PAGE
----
Weakening the Affordable Care Act will boost hospitals’ financial burden

W

hile the Trump administration and the Republican-led Congress failed to repeal and replace the Affordable Care Act, a number of ACA-weakening strategies put forward by the administration are already underway. These include inadequate enforcement of the individual mandate, imposition of work requirements on Medicaid recipients, and failure to promote enrollment through advertising and outreach. An unintended consequence of these strategies is likely to be an increase in the amount of uncompensated care provided by America’s hospitals.

The American Hospital Association defines uncompensated care as all hospital care provided for which no payment is received. This includes bad debt (services for which a hospital anticipated payment but did not receive it) and financial assistance or free care (care or services that hospitals provided but did not expect to receive payment). It does not include shortfalls in payments from Medicaid or Medicare, which also contribute to financial challenges for hospitals.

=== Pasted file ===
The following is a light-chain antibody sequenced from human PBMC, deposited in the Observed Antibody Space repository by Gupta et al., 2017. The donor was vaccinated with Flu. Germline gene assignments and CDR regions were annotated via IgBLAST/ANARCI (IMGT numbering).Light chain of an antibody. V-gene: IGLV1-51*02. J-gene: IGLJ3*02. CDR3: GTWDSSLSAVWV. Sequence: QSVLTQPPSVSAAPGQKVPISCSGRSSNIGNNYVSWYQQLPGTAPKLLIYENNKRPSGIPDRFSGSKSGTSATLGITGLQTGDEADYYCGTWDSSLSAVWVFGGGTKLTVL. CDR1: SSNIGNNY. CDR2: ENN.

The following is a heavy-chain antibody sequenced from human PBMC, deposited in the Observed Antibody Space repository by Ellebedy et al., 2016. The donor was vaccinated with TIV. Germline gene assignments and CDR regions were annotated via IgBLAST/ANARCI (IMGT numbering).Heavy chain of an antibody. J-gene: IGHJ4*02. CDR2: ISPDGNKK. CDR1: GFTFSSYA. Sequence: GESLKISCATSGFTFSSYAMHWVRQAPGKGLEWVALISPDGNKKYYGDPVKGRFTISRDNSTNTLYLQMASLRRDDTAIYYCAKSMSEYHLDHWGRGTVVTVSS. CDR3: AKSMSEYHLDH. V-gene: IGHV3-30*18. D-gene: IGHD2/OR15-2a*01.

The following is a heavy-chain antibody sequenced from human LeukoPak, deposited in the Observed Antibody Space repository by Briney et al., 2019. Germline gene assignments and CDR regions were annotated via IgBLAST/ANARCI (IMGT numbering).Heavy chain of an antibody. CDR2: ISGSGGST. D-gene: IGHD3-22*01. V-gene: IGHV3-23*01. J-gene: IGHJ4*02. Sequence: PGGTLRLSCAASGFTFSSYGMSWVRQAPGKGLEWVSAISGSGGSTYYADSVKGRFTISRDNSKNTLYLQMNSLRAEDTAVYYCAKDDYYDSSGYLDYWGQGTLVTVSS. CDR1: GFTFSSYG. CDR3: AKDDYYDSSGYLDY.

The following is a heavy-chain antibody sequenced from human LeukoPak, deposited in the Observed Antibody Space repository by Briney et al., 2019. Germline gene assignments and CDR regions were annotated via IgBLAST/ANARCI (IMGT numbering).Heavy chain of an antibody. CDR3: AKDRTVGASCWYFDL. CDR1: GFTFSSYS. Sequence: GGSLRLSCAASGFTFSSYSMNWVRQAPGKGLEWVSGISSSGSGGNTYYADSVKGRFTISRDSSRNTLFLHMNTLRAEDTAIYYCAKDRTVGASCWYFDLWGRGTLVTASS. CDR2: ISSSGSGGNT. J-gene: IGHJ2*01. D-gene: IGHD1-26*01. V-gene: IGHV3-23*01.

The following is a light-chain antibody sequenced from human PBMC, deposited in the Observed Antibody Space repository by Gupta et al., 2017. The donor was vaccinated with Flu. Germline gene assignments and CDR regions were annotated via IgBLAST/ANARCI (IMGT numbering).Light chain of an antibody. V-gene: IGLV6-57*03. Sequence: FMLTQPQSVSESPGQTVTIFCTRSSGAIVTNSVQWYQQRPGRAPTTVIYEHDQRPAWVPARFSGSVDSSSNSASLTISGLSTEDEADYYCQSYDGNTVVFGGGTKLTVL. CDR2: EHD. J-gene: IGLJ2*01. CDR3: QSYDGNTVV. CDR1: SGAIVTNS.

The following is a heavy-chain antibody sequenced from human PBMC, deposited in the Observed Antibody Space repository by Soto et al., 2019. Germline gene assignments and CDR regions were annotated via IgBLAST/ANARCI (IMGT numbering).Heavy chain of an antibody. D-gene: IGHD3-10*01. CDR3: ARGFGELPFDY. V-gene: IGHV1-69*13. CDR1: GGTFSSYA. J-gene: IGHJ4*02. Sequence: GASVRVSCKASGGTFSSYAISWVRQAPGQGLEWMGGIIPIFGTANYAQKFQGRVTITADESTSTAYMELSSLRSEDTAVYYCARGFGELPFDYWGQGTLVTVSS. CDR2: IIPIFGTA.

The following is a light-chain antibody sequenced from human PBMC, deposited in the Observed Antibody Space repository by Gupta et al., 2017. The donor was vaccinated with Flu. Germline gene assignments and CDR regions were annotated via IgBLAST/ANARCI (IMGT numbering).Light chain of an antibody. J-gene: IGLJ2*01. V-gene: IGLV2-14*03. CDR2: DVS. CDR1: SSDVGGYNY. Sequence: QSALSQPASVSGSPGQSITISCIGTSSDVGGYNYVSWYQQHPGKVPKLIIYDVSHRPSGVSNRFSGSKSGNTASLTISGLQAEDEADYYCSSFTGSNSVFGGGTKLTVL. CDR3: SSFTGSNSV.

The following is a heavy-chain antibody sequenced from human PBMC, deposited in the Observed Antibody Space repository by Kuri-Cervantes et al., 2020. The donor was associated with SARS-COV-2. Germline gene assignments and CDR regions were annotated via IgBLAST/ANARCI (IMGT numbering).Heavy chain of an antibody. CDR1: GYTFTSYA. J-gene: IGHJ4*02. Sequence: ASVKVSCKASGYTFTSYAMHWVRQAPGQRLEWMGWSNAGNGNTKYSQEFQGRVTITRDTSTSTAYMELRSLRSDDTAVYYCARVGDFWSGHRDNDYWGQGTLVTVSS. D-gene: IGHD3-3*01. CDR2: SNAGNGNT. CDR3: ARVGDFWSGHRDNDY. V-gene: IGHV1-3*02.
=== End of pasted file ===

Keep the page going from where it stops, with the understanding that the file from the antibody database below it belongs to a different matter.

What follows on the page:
In 2013, $84.9 billion in uncompensated care was provided to individuals who could not pay all or part of their bills. Of all uncompensated medical expenses, the majority (60 percent) occur in hospitals. But there is no “free lunch.” Whenever possible, hospitals attempt to shift the costs associated with free care and bad debt onto other payers, like commercial insurers. Like pressing on one side of a balloon only to see another side bulge out, shifting the costs of uncompensated care eventually results in higher premiums for everyone else. Of additional concern, hospitals that care for the poor are less able to shift costs, since they have far less revenue from commercial payers, resulting in uneven and possibly unsustainable financial burdens.

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